Creating a budget seems to be a no brainer. Everyone appears to have their own way of approaching it. You take your salary, subtract your bills, and if there is money left, you decide what to do with it. Is your method working for you? What are you doing with the money that is left? Is there money left? Are your bills being paid on time? Perhaps, there is a money leak and it's possible that stretching or saving your income becomes increasingly more difficult.

It takes some discipline, but the envelope method can help you implement a budgeting system, that works to assist you, in living within your means. It can teach you to pay yourself first, as well. It's a simple system to put into place.
How Does it Work?

With the envelope system, you distribute your money into actual standard sized paper envelopes, so only the money in each envelope category is spent. The concept is if there is extra in an envelope, it stays in the envelope, applied to debt in another envelope, or can be placed in your savings envelope.

The following is a list of possible envelope categories:

Home Maintenance
Property Taxes
Hair Care/ Hygiene
Meals Out
Child Care/Support
Auto Loan
Auto Maintenance
Public Transport
Car Registration
Auto Insurance
Property Insurance
Home Insurance
Health Insurance
Disability Insurance
Renter's Insurance
Cable TV/satellite
Health Clubs
Pet Care
Dept. Store Cards
Bank Card
Student Loans
Credit Cards

Setting Up the System

The first envelope should be marked as yours. Place your name on it. Highlight it, so you remember to pay yourself first. Put the name and due date of your other bills on their own envelopes too. You can write the amount to pay and/or the balance left. You can decide if you want all of your bills to be categorized into envelopes, or if you want to use the envelope method for only expenses that fluctuate, such as groceries, gas, meals out, entertainment, and holidays. When the bill is due, the money is simply in the envelope.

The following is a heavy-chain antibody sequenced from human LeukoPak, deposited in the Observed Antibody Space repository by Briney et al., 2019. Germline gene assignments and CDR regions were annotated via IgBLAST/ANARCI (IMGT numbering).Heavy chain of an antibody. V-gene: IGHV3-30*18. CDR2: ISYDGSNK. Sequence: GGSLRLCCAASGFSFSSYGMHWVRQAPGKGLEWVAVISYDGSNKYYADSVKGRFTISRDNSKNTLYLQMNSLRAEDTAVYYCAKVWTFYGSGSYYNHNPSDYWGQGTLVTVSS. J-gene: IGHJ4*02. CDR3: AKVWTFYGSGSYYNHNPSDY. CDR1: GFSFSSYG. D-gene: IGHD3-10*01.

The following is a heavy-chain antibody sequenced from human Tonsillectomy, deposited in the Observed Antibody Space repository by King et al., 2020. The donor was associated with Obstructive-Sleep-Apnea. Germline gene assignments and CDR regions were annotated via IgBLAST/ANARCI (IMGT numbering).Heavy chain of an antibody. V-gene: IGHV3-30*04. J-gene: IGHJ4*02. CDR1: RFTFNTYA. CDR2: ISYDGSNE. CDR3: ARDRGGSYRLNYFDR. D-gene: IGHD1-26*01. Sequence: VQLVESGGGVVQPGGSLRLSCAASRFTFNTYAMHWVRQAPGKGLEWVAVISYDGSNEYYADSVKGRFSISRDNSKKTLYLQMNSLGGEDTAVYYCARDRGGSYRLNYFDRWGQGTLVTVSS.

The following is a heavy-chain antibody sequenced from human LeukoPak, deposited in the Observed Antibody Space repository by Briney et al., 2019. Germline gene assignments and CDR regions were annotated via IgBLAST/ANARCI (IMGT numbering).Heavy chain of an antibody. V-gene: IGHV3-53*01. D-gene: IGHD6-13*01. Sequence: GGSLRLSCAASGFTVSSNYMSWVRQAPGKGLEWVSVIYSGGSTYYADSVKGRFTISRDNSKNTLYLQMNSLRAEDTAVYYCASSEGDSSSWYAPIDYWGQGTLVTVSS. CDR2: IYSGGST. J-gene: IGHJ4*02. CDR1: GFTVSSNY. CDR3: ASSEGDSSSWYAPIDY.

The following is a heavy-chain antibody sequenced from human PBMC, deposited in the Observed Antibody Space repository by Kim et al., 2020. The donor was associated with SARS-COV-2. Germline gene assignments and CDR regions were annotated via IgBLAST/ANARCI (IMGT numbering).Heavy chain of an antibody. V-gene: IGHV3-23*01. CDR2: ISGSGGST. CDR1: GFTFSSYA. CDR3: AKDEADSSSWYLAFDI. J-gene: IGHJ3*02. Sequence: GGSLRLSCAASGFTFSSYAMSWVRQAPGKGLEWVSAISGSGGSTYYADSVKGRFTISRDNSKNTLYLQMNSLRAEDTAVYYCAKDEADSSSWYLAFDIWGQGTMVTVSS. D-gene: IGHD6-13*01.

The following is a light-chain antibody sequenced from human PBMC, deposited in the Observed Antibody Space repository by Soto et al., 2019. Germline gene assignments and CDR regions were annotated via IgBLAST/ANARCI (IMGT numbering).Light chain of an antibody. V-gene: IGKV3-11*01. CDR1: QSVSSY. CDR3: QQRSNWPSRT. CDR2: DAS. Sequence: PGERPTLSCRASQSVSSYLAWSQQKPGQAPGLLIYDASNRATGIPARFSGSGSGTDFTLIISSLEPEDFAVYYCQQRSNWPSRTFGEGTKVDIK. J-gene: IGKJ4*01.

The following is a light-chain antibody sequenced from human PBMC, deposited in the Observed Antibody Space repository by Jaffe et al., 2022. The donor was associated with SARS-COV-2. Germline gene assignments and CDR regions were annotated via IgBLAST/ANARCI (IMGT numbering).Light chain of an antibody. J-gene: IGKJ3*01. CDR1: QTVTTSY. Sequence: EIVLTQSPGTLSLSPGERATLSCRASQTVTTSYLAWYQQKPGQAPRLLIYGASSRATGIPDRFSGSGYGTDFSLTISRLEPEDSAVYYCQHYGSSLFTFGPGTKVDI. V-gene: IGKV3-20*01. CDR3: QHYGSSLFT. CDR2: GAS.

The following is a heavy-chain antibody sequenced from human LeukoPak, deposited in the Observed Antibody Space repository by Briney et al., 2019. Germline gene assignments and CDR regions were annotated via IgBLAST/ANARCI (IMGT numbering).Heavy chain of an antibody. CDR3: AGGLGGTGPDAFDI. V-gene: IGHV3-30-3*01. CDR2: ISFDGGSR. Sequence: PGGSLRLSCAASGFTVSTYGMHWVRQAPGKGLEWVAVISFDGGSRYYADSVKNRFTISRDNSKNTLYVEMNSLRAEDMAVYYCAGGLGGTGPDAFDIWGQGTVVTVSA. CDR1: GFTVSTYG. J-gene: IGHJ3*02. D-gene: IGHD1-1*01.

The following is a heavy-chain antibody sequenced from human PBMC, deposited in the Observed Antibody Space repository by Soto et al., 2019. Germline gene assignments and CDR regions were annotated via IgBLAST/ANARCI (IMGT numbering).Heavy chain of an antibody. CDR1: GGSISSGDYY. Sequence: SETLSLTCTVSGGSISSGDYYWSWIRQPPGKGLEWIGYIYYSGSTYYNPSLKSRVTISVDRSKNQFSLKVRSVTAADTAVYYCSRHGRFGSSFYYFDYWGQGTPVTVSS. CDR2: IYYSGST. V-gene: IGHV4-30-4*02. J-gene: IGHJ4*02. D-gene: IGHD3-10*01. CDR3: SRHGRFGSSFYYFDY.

Some people prefer not to place actual cash into the envelope. In this case, you can just write the amount of money needed and spent, on the envelope to keep track. There are also many services online.

Another modification you can create, is an envelope for your checking account. This would be an additional envelope to move money into, when you use your credit card. This helps because the money is available to pay your credit card bill. If using the envelope system without actual cash, then once your balance is at zero, it's just like as if cash was in the envelope. You would either move cash from another envelope category, or stop spending until more cash is available.

A benefit with the envelope system, is that you can place your receipts into your envelope categories too. This will directly show you where your money was spent, and will help in your money tracking efforts. Tracking your money is important, to make progress with your budget. This system has you prioritizing your wants and needs.

For many using the envelope system as a cash only system works best. It can help you track, save, and not charge if you're disciplined. It's also a great introduction to snowballing debt. For others, they feel they spend more if the cash is there, so the modified system could work well for those preferring to use debit cards or checking. Regardless of which you opt to try or what categories you plan to organize, the envelope method is a wonderful organizational tool that is easy to start and maintain.